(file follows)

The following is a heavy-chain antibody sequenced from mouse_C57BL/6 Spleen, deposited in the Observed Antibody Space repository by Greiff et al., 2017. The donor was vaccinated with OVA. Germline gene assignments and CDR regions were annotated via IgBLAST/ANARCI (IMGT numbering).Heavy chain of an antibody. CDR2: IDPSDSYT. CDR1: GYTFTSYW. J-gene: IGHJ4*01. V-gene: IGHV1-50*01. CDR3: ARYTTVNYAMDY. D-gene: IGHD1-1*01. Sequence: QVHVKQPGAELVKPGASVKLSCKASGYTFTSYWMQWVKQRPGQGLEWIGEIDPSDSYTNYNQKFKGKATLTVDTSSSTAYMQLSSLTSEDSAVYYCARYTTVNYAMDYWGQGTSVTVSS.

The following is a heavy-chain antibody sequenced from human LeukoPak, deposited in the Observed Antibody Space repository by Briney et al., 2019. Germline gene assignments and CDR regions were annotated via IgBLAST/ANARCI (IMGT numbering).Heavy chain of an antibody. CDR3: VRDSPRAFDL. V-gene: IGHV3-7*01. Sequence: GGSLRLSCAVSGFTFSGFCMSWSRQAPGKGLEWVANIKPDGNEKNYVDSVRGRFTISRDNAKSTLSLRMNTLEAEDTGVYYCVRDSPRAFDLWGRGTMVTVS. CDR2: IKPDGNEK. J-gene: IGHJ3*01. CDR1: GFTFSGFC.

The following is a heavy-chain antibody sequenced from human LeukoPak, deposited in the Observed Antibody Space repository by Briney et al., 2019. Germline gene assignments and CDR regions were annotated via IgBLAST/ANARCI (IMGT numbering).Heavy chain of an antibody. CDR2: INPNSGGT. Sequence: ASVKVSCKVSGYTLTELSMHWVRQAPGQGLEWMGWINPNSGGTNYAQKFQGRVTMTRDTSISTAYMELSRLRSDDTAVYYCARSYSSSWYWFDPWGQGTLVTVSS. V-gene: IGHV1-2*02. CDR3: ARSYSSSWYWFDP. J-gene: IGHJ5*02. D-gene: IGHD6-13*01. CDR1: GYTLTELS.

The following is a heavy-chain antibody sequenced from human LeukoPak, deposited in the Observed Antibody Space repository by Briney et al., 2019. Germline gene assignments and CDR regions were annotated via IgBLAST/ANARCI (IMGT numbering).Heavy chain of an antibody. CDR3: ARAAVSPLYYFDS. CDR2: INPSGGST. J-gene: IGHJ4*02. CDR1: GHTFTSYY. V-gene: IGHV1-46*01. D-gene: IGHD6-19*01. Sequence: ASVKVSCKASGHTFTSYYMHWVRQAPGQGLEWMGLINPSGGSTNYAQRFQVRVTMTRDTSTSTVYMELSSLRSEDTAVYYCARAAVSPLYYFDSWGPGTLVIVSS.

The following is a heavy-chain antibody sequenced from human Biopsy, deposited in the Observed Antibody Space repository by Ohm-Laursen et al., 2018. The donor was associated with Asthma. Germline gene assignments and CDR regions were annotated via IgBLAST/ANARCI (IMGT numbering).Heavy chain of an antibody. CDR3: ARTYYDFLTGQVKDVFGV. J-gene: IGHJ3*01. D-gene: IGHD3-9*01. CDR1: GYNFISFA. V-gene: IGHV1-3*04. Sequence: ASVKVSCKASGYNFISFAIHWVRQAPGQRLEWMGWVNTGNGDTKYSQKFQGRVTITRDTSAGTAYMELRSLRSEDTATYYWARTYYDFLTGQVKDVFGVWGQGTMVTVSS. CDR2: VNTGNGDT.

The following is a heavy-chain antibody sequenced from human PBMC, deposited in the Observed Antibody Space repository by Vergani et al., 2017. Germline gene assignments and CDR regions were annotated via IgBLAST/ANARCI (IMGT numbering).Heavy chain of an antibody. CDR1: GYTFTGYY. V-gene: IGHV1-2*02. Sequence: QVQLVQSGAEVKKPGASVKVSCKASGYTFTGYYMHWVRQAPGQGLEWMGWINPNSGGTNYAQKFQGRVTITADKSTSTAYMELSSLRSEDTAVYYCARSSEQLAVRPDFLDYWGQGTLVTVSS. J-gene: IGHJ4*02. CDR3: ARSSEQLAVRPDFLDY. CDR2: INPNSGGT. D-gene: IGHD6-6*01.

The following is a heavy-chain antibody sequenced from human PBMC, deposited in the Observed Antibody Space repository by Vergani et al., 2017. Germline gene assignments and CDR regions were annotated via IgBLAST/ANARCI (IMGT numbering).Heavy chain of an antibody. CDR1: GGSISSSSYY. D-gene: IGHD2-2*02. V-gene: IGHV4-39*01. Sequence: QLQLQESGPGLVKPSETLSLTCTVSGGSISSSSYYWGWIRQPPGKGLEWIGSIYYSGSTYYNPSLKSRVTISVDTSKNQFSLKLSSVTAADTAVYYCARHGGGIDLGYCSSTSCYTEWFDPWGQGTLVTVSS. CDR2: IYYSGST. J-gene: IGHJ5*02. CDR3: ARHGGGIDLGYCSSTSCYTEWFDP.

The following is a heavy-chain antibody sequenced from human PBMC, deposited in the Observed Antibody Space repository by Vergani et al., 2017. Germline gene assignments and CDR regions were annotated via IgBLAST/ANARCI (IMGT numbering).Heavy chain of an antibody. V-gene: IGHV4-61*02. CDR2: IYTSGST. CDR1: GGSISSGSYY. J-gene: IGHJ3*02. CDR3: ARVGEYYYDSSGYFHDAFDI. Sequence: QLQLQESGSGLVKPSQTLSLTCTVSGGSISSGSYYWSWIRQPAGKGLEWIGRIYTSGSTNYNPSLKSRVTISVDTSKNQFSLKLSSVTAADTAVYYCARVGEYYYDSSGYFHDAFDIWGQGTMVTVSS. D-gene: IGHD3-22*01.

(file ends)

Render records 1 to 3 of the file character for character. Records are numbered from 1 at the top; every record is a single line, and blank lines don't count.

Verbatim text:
The following is a heavy-chain antibody sequenced from mouse_C57BL/6 Spleen, deposited in the Observed Antibody Space repository by Greiff et al., 2017. The donor was vaccinated with OVA. Germline gene assignments and CDR regions were annotated via IgBLAST/ANARCI (IMGT numbering).Heavy chain of an antibody. CDR2: IDPSDSYT. CDR1: GYTFTSYW. J-gene: IGHJ4*01. V-gene: IGHV1-50*01. CDR3: ARYTTVNYAMDY. D-gene: IGHD1-1*01. Sequence: QVHVKQPGAELVKPGASVKLSCKASGYTFTSYWMQWVKQRPGQGLEWIGEIDPSDSYTNYNQKFKGKATLTVDTSSSTAYMQLSSLTSEDSAVYYCARYTTVNYAMDYWGQGTSVTVSS.

The following is a heavy-chain antibody sequenced from human LeukoPak, deposited in the Observed Antibody Space repository by Briney et al., 2019. Germline gene assignments and CDR regions were annotated via IgBLAST/ANARCI (IMGT numbering).Heavy chain of an antibody. CDR3: VRDSPRAFDL. V-gene: IGHV3-7*01. Sequence: GGSLRLSCAVSGFTFSGFCMSWSRQAPGKGLEWVANIKPDGNEKNYVDSVRGRFTISRDNAKSTLSLRMNTLEAEDTGVYYCVRDSPRAFDLWGRGTMVTVS. CDR2: IKPDGNEK. J-gene: IGHJ3*01. CDR1: GFTFSGFC.

The following is a heavy-chain antibody sequenced from human LeukoPak, deposited in the Observed Antibody Space repository by Briney et al., 2019. Germline gene assignments and CDR regions were annotated via IgBLAST/ANARCI (IMGT numbering).Heavy chain of an antibody. CDR2: INPNSGGT. Sequence: ASVKVSCKVSGYTLTELSMHWVRQAPGQGLEWMGWINPNSGGTNYAQKFQGRVTMTRDTSISTAYMELSRLRSDDTAVYYCARSYSSSWYWFDPWGQGTLVTVSS. V-gene: IGHV1-2*02. CDR3: ARSYSSSWYWFDP. J-gene: IGHJ5*02. D-gene: IGHD6-13*01. CDR1: GYTLTELS.